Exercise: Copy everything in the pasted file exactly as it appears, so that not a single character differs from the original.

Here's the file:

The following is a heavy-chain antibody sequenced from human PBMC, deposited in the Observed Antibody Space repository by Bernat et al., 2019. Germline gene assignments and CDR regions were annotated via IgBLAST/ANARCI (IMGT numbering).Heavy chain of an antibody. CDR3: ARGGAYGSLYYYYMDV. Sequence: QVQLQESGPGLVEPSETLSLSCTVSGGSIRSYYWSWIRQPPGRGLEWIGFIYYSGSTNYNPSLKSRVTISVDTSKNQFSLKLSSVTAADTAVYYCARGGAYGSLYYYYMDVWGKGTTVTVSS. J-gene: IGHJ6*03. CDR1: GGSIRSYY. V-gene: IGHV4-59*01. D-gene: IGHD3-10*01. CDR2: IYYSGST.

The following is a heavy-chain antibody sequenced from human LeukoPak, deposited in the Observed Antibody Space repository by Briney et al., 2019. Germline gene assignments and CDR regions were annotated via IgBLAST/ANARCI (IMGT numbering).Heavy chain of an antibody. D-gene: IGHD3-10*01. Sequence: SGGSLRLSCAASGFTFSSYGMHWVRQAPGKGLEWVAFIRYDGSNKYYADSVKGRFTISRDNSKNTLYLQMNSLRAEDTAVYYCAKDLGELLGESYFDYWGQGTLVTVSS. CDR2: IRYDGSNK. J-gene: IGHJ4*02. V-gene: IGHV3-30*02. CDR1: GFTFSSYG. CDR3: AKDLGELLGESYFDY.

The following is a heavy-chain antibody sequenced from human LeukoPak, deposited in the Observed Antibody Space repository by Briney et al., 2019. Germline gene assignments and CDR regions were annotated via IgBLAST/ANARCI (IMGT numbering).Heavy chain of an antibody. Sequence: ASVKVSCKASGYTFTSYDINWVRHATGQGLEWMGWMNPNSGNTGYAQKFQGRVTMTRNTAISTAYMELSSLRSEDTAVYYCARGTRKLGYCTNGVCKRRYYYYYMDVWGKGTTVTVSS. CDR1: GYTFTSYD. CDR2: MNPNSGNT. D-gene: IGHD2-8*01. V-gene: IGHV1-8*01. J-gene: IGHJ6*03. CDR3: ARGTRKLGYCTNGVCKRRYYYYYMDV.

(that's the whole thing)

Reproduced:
The following is a heavy-chain antibody sequenced from human PBMC, deposited in the Observed Antibody Space repository by Bernat et al., 2019. Germline gene assignments and CDR regions were annotated via IgBLAST/ANARCI (IMGT numbering).Heavy chain of an antibody. CDR3: ARGGAYGSLYYYYMDV. Sequence: QVQLQESGPGLVEPSETLSLSCTVSGGSIRSYYWSWIRQPPGRGLEWIGFIYYSGSTNYNPSLKSRVTISVDTSKNQFSLKLSSVTAADTAVYYCARGGAYGSLYYYYMDVWGKGTTVTVSS. J-gene: IGHJ6*03. CDR1: GGSIRSYY. V-gene: IGHV4-59*01. D-gene: IGHD3-10*01. CDR2: IYYSGST.

The following is a heavy-chain antibody sequenced from human LeukoPak, deposited in the Observed Antibody Space repository by Briney et al., 2019. Germline gene assignments and CDR regions were annotated via IgBLAST/ANARCI (IMGT numbering).Heavy chain of an antibody. D-gene: IGHD3-10*01. Sequence: SGGSLRLSCAASGFTFSSYGMHWVRQAPGKGLEWVAFIRYDGSNKYYADSVKGRFTISRDNSKNTLYLQMNSLRAEDTAVYYCAKDLGELLGESYFDYWGQGTLVTVSS. CDR2: IRYDGSNK. J-gene: IGHJ4*02. V-gene: IGHV3-30*02. CDR1: GFTFSSYG. CDR3: AKDLGELLGESYFDY.

The following is a heavy-chain antibody sequenced from human LeukoPak, deposited in the Observed Antibody Space repository by Briney et al., 2019. Germline gene assignments and CDR regions were annotated via IgBLAST/ANARCI (IMGT numbering).Heavy chain of an antibody. Sequence: ASVKVSCKASGYTFTSYDINWVRHATGQGLEWMGWMNPNSGNTGYAQKFQGRVTMTRNTAISTAYMELSSLRSEDTAVYYCARGTRKLGYCTNGVCKRRYYYYYMDVWGKGTTVTVSS. CDR1: GYTFTSYD. CDR2: MNPNSGNT. D-gene: IGHD2-8*01. V-gene: IGHV1-8*01. J-gene: IGHJ6*03. CDR3: ARGTRKLGYCTNGVCKRRYYYYYMDV.